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When Ur's beechen woods wave red
In the burning hamlet's light ;-
With a leap, like Tell's proud leap
When away the helm he flung,
From the flashing billow sprung*
In the ancient garb they wore
And their voices shall be heard,
And be answered with a shout,
And the signal-fires blaze out.
As those of that proud day,
And when the rocks came down
On the dark Morgarten dell,
Before our fathers fell!
In the land that wears the chain,
And the yellow harvests wave
For no stranger's hand to reap,
The men of Grütli sleep.
SWISS SONG, ON THL ANNIVERSARY OF AN ANCIENT BATTLE. [The Swiss, even to our days, have continued to celebrate the anni
versaries of their ancient battles with much solemnity; assembling in the open air on the fields where their ancestors fought, to hear thankgivings offered up by the priests, and the names of all who shared in the glory of the day enumerated. They afterwards walk in procession to chapels, always erected in the vicinity of such scenes, where niasses are sung for the souls of the departed.-See Planta's History of the Helvetic Confederacy.]
Look on the white Alps round!
If yet they gird a land * The point of rock on which Tell leaped from the boat of Gessler s marked by a chapel, and called the Tellensprung.
Crowned Helmets, as a distinction of rank, are mentioned in Simond's Switzerland.
I The Kühreihen, the celebrated Ranz des Vaches.
Where Freedom's voice and step are found,
Forget ye not the band,
If yet, the wilds among,
Our silent hearts may burn,
And home our steps may turn, -
Up to their shining snows
The sound of battle, rose
They saw the knightly spear,
Borne down, and trampled here!
The brethren of the glen!
They stood as peasant-men!
If yet, along their steeps,
Free as the chamois leaps :
When winter stars gleam cold,
May proudly yet be told, Forget not then the shepherd race, Who made the hearth a holy place! Look on the white Alps round!
If yet the Sabbath-bell
Think on the battle dell!
THE MESSENGER BIRD.
[Some of the native Brazilians pay great veneration to a certain bird
that sings mournfully in the night-time. They say it is a messen-
Thou art come from the spirit's land :
And tell of the shadowy band !
In the light of that summer shore,
They are there—and they weep no more!
From the Fountain of youth ere now,
Which none may find below!
From the land of deathless flowers,
Though their hearts were once with ours:
And bent with us the bow,
Which are told to others now!
But tell us, thru bird of the solemn strain !
Can those who have loved forget!
Do they love-do they love us yet ?
And the father of his child ?
His wandering through the wild ?
And they speak not from cave or hill;
* An expedition was actually undertaken by Juan Ponce de Leon, In the 16th century, with a view of discovering a wonderful fountain, believed by the natives of Puerto Rico to spring in one of the Lucayo Isles, and to possess the virtue of restoring youth to all who bathed in its waters.-See ROBERTson's History of America.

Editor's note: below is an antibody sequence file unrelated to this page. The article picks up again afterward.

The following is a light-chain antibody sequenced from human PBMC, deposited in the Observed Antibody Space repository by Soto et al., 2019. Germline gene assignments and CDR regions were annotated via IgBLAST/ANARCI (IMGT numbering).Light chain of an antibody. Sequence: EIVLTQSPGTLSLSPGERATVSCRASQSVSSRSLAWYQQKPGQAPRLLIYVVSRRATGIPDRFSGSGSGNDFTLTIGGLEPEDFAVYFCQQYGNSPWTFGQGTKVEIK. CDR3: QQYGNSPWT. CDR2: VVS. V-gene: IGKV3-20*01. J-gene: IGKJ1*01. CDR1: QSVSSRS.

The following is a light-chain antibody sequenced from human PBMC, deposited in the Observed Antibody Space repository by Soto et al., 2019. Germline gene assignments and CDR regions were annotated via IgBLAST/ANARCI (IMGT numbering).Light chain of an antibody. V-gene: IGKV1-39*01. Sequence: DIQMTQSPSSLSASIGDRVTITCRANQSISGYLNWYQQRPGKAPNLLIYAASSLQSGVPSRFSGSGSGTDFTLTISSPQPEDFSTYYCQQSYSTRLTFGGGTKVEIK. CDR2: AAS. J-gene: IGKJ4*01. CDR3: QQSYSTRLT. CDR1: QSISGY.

We know, thou bird! that their land is bright,
But say, do they love there still ?*
THE STRANGER IN LOUISIANA.
An early traveller mentions people on the banks of the Mississippi who burst into tears at the sight of a stranger. The reason of this is, that they fancy their deceased friends and relations to be only gone on a journey, and being in constant expectation of their re: turn, look for them vainly amongst these foreign travellers.Picart's Ceremonies and Religious Customs.]
“J'ai passé-moi-même," says Chateaubriand in his Souvenirs d'Amerique, “ chez une peuplade indienne qui se prenait à pleurer à la vue d'un voyageur, parce qu'il lui rappelait des amis partis pour la Contrée des Ames, et depuis long-teins en voyage.”']
We saw thee, O stranger, and wept !
* ANSWER TO THE MESSENGER BIRD.
BY AN AMERICAN QUAKER LADY.
From the land that is bright and fair;
To tell that they love you there.
Could live in Elysian bowers,
The beloved of their youthful hours.
Who smiled on their tarriance here,
Are the friends they have loved so dear
And they answer you not again;
Sound only was made for pain.
I have warbled from hill to hill;
You'll find in the path they trode ;
Pronounced by the voice of God.
He is not in his place when the night-fires burn,
We saw thee, O stranger, and wept !
We saw thee, O stranger, and wept!
THE ISLE OF FOUNTS.
AN INDIAN TRADITION. : The river St. Mary has its source from a vast lake or marsh,
which lies between Flint and Oakmulge rivers, and occupies a space of near three hundred miles in circuit. This vast accumulation of waters, in the wet season, appears as a lake, and contains some large islands or knolls of rich highland; one of which the present generation of the Creek Indians represent to be a most blissful spot of earth: they say it is inhabited by a peculiar race of Indians, whose women are incomparably beautiful. They also tell you that this terrestial paradise has been seen by some of their enterprising hunters, when in pusuit of game; but that in their endeavors to approach it, they were involved in perpetual laby: rinths, and, like enchanted land, still as they imagined they had just gained it, it seein ed to fly before them, alternately appearing and disappearing. They resolved, at length, to leave the delusive